If a person has two prior felonies that apply to the rule and now faces a third felony, the third felony could result in penalties including:
- term in prison not to exceed 99 years, and
- term in prison not less than 25 years.
This means that even if you are only facing a second-degree felony but it is your third, you could spend life in prison.
Additional Enhancements for Repeat or Habitual Offenders
Certain repeat offenses can result in a sentence of life in prison, even with only one prior conviction for that offense. These crimes are considered so serious that a repeat of them should result in a person being taken out of society permanently and kept behind bars. These offenses include:
- sexual assault (rape),
- aggravated sexual assault,
- indecency with a child, and
- aggravated kidnapping.
When any of these offenses exist in your prior record, it is incredibly important to hire an attorney well versed in defending repeat offender cases. Otherwise, you could find yourself staring down a life sentence for what otherwise may be a much shorter time in prison.
How to Defend Yourself Against a Habitual and Repeat Offender Designation
The best way to defend against a designation as a habitual and repeat offender is to be found not guilty of the charge you now face. If you are not convicted, you cannot be designated in such a way. Defenses that can accomplish this include, but are not limited to:
- filing a suppression motion to exclude unconstitutionally gathered evidence,
- presenting reasonable doubt to the jury,
- showing inconsistencies in the prosecutor's case,
- challenging the testimony or credibility of witnesses,
- calling your own witnesses to testify on your behalf, and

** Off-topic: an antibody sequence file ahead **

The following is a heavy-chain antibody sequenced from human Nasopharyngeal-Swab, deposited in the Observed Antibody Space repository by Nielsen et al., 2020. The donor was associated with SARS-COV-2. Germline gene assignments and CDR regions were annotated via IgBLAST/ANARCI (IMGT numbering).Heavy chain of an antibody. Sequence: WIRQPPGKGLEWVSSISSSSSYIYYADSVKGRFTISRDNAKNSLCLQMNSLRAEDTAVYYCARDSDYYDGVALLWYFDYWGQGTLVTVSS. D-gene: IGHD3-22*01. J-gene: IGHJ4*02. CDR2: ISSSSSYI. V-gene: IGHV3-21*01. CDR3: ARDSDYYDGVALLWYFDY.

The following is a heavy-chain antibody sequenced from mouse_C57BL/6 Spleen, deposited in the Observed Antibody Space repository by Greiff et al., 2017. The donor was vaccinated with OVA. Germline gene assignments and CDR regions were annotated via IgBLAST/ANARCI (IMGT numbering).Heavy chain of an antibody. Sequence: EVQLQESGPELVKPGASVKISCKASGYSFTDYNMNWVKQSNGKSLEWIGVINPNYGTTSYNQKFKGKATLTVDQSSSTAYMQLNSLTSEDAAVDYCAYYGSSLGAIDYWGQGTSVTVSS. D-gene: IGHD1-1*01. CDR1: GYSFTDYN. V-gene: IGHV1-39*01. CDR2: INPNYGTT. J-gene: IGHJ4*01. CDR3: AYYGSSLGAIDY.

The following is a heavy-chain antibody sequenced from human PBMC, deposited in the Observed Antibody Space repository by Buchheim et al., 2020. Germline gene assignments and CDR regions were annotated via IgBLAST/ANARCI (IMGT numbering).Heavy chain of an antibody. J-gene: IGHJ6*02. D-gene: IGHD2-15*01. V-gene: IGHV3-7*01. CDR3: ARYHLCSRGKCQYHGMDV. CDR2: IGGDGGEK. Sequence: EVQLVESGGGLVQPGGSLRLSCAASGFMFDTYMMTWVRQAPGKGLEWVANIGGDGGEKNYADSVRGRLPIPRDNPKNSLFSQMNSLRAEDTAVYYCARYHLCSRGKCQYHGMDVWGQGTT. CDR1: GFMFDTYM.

- demonstrating that the charges against you are false.
Even if you are ultimately convicted of the new offense, there are still ways to avoid the worst possible sentencing possibilities. Texas judges have a lot of discretion on how to sentence you, and because of factors such as prison overcrowding, funding problems, and more, judges often will sentence you to much less than a life sentence.
With an experienced attorney at your side, you can demonstrate to the judge why you should be given a significantly lesser penalty than the judge could impose. A knowledgeable attorney understands what to argue, what the judge is looking for, and can utilize the unique facts of your case to argue for a lesser sentence.
Consult an Experienced DWI/DUI Attorney in Austin, Texas
If you have prior convictions and face a new felony charge in Texas it is important to speak to a criminal defense attorney right away. Contact Texas DWI lawyer Jason S. English online or call (512) 454-7548. With his many years of experience, Jason S. English is prepared to fight for your constitutional rights.